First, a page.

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March 17, 2006
Gitmo Document Analysis

As part of Cap'n Ed's Gitmo document study, I volunteered to examine one set of hearing transcripts.

ARB (Administrative Review Board) Transcripts #1, the document set assigned to me, was 202 pages of documents which were unclassified and had the "For Official Use Only" markings stricken. The documents give details of 33 hearings of the military panel which decides whether each particular Guantanamo detainee ought to be released, or should continue being detained.

What the documents I reviewed do not contain is the actual evidence, either classified or unclassified, against the detainee. The hearings reviewed were held, in part, so that the detainee might have an opportunity to make the case that he ought to be released.

In each hearing, the detainee had a representative to assist him in making his case, and a translator was present.

The documents I reviewed thus contained only

  • procedural notes (example: "the Presiding Officer read the hearing instructions to the Detainee and confirmed that the Detainee understood the process.")
  • references to other documents (ex.: "the Designated Military Officer presented Exhibit DMO-1, the Unclassified Summary of Evidence to the Administrative Review Board.")
  • the detainees' statements, written, verbal or both
  • questioning by the "prosecutor" (the "Designated Military Officer") or by the panel of officers making up the Administrative Review Board.

For the purposes of this exercise, I operated under some assumptions:
  • that the translations were accurate,
  • that the detainee would naturally try to put the best possible spin on any statement he made,
  • that the detainee's defense counsel (the "Assisting Military Officer") was acting as a good faith representative of the detainee, and
  • that the evidence against the detainee (classified and unclassified, referred to but not actually contained in these documents), if unrefuted, would warrant continued detention.

This last point is most important, and means that in the absense of any other evidence my default judgement would be to continue detention.

In matters of national security, I am disposed to believe the prosecution. Sorry, that's just the way it is. I was a soldier, and I had a pretty high level security clearance. If that colors my judgement, so be it.

To the results, then. In short: release nine, detain the remaining twenty-four.

Of the 33 hearings detailed in the document set, in sixteen instances the detainee refused to attend his own hearing or to provide a written statement on his own behalf. Because they refused to defend themselves, I went with the default decision to retain them.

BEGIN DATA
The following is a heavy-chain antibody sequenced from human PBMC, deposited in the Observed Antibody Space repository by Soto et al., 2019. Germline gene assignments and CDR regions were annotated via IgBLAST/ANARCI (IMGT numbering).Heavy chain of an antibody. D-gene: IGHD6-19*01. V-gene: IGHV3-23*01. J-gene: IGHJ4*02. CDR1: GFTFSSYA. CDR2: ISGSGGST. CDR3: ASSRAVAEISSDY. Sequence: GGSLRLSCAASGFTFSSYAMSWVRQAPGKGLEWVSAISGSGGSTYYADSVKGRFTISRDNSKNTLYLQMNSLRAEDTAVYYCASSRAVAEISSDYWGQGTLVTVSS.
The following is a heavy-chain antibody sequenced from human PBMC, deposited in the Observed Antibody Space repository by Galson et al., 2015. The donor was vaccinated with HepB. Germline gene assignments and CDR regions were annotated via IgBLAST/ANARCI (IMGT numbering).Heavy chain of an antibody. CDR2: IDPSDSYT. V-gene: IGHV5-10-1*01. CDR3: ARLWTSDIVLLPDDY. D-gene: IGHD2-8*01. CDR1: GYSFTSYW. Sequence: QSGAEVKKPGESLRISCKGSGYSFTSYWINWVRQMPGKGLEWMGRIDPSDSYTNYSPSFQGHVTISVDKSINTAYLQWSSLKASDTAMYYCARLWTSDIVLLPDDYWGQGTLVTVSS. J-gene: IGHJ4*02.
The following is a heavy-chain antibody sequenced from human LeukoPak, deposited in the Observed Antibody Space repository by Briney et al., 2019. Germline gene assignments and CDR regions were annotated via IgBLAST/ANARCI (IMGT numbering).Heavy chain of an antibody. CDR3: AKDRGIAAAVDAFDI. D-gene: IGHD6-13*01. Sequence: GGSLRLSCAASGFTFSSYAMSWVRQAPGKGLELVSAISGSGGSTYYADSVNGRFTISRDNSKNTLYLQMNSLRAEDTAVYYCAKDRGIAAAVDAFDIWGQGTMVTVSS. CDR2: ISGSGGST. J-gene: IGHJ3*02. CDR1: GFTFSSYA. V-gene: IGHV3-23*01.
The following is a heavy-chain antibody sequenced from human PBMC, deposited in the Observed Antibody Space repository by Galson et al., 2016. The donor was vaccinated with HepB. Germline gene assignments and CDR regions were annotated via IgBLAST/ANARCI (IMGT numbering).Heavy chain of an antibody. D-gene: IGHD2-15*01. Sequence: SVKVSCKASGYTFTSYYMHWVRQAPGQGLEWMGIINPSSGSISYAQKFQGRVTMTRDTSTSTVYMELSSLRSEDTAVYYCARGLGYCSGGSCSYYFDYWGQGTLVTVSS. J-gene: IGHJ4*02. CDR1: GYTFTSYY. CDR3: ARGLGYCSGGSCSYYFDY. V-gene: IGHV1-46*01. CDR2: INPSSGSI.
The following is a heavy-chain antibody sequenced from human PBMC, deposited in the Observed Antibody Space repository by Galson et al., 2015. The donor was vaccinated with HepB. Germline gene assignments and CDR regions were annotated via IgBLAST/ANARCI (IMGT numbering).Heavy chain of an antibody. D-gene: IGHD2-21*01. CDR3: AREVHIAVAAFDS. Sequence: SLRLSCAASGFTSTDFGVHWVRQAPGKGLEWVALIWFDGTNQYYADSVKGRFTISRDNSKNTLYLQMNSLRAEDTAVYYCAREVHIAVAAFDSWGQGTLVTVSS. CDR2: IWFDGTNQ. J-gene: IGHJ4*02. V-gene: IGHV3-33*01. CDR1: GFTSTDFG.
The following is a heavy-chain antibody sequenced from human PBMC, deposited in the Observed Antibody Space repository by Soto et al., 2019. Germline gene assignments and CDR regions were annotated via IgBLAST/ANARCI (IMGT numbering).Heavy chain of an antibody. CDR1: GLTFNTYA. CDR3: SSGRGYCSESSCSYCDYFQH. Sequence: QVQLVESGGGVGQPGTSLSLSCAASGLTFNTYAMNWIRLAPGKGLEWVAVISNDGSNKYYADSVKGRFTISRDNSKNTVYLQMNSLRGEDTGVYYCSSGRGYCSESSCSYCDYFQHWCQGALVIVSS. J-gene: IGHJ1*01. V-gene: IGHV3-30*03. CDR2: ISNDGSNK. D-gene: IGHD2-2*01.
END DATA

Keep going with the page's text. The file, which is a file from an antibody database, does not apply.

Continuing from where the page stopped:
Eight additional detainees who chose to argue their cases I deemed worth keeping at Guantanamo. "Yes, I assaulted the guards here, repeatedly" is not the kind of testimony that is going to put you on the fast track to release. Additionally, a number of the statements of these eight were "internally self-contradictory." Bluntly, their stories were changing from one minute to the next. They were lying.

In nine instances, if there was any credibility whatsoever to the detainee's testimony, release might be warranted. Some say they never fought against US forces, other say they did but were regular soldiers, not Al Qaeda. I gave them every benefit of the doubt, but again it must be emphasized: I have not seen the evidence against them.

The very first transcript I read, for instance, was the hearing of a detainee who was 16 years old when captured. Taken at face value, I thought that would be reason to release him. Reading his statement made me think of the 15- and 16-year-old schoolboys who in 1945 were conscripted into the Volkssturm. But bear in mind: there were also fanatical Hitler Youth members in the Volkssturm.

What I'm really trying to get at here is that without the evidence on both sides, including the classified evidence, it is utterly impossible to make a sound judgement of what the detainee's status ought to be. How the people who conducted the original survey arrived — with any confidence — at the results they achieved by examining these same documents simply beggars imagination.

Posted by Russ at 06:35 PM, March 17, 2006 in Nat'l Security

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